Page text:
Emokiniovo Akpedeye

Emokiniovo Akpedeye is the daughter of Dafe Akpedeye (SAN). She tells ADEBISI ONANUGA all about her dreams and why she studied law after a degree in Economics.

Unlike some youths, Emokiniovo Akpedeye followed in her father’s footstep by studying law. The father, Dafe Akpedeye (SAN), is Chairman, Nigerian Bar Association (NBA) Election Working Group.

“As a young child, I followed my dad to court and the Police Station near my house on various occasions. In fact, one time when I was about five years old, a police officer stopped my mum and I for carrying a drum of diesel in our pickup and he threatened to take us to the police station and I said, ‘don’t worry Mum, I know the DPO at that station’.

“The man was shocked and let us go. I guess I have always known that I wanted to be an advocate for people and on becoming an adult, I realised that a country cannot progress without an effective legal system and lawyers as custodians of the rule of law. So, studying law was, therefore, an easy choice.’’

Asked if she ever considered any other profession, she disclosed that her first degree was not in law but in Economics and Management.

“I thoroughly enjoyed the course so much that I made a First Class. In fact, during my last year of the degree, I applied for both Law and a Masters in Development Economics. However, one of my modules during that degree was Business Law, which I found really fascinating and it spurred my interest to study Law. Also, getting an offer to study Law at the University of Oxford made the option to pursue law a more attractive prospect.”

On the performance of young lawyers at the 2015 bar examination, Emokiniovo said the percentage of failure has fallen from the 2014 Bar Finals results. As a way out of poor performance, she suggested that the solution should be “a joint effort from both students and the teaching staff. Smaller tutorial class sizes would ensure that students understand the concepts explained in lectures and give students an avenue to ask more questions. Also, students need to realise early-on that the Bar Final exams are different from University ones and re-adjust their reading strategy accordingly.”

Contrary to suggestion from some quarters, she said it would be unfair to ask new wigs without income to pay chambers for pupilage.

According to her, “new wigs serve as a breath of fresh air to law firms with their ideas on what the law should be and their savvy technical skills. Their contribution to the work force should not be understated.”

While agreeing that they need to learn the ropes from their seniors, she equally said that they should be adequately paid for their services.

“Even in the United Kingdom where we inherited some of our current practices, new wigs are paid during their pupilage and not the other way around.”

The young Akpedeye said young lawyers should be paid better. “Some firms pay as little as N20,000 a month to the young lawyers. In what state of the country can this suffice as a living wage?”she asked.

“The NBA has often talked about a minimum wage for lawyers. I believe this is something that should be taken very seriously as it doesn’t make sense for a person to spend six years or more training to become a lawyer only to be paid the same wage as a cleaner.”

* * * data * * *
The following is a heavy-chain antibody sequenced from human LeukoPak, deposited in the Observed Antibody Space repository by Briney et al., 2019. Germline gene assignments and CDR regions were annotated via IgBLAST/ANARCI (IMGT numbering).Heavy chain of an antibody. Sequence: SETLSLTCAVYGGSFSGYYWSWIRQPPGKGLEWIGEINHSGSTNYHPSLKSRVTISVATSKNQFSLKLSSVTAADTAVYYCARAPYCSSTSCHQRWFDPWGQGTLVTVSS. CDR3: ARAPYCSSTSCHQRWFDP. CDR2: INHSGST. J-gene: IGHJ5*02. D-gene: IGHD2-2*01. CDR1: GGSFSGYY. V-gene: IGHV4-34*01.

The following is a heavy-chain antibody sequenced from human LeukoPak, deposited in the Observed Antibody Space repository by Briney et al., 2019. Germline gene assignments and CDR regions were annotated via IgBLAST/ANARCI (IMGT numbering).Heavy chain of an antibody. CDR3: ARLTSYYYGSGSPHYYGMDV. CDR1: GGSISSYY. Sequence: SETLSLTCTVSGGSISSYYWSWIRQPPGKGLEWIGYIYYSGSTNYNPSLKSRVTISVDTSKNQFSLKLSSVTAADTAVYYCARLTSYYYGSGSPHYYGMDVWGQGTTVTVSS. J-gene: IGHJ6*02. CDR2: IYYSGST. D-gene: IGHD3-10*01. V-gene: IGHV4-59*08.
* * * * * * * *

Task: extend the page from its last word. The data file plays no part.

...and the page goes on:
Miss Akpedeye does not like living in her father’s shadows. “I do not really see my aspirations as being linked to my father. Yes, I come from a line of lawyers being the third generation of lawyers in my family but I am my own person.”

Asked where she sees herself in 10 years, she said: “I have aspirations to become a Senior Advocate of Nigeria, not because my father is an SAN but because, for me, that is the zenith of a legal career in Nigeria. I am an ambitious person and career satisfaction is very important to me. I will enjoy legal practice. The Bench would be restrictive.”

She sees the low number of women involved in advocacy as a personal issue. “I do not believe there is any accurate statistics on the number of men versus women in advocacy. I mean, even during my court attachment for the law school externship, there were many young female lawyers appearing in court and so I think the assertion of more men than women in advocacy is wrong.

“In terms of female empowerment, the legal industry is leading the way with many females becoming lawyers. In another 15-20 years, the tide will possibly change to elevating more females than males to the inner bar. By then, this unfounded assertion will be put to rest but for now, I can only say that it is untrue.”

Her graduation from the Law School marks the beginning of a new chapter in her professional pursuit. “I have become a lawyer and I am embarking on a new journey career-wise. Prior to this, my love for numbers and business led me to Economics and Management. As my mother is a Civil Engineer, everyone must love Mathematics in our household. A1 in WAEC Maths is a given or else don’t bother telling us your results.

“Also, my father has owned and managed his law firm and exposed me to the business world early on in life. Because of this family background, I found Economics to be intuitive and easy to understand.”

On her hobbies, she said: “In my personal life, I am the eldest of three children and the family holiday organiser. It is actually more difficult than it sounds since everyone in my family has such different ideas on what classifies as a good holiday experience.

“I am also a bit of a ‘gym freak’. I love my gym. Exercising allows me to relax when I am under pressure and gives me the clarity of mind to do great work. The best essays I wrote in University were generally after an intensive workout. I was at the gym everyday the week before the Bar Finals exam and it kept me calm and focused during the revision and exam period.’’

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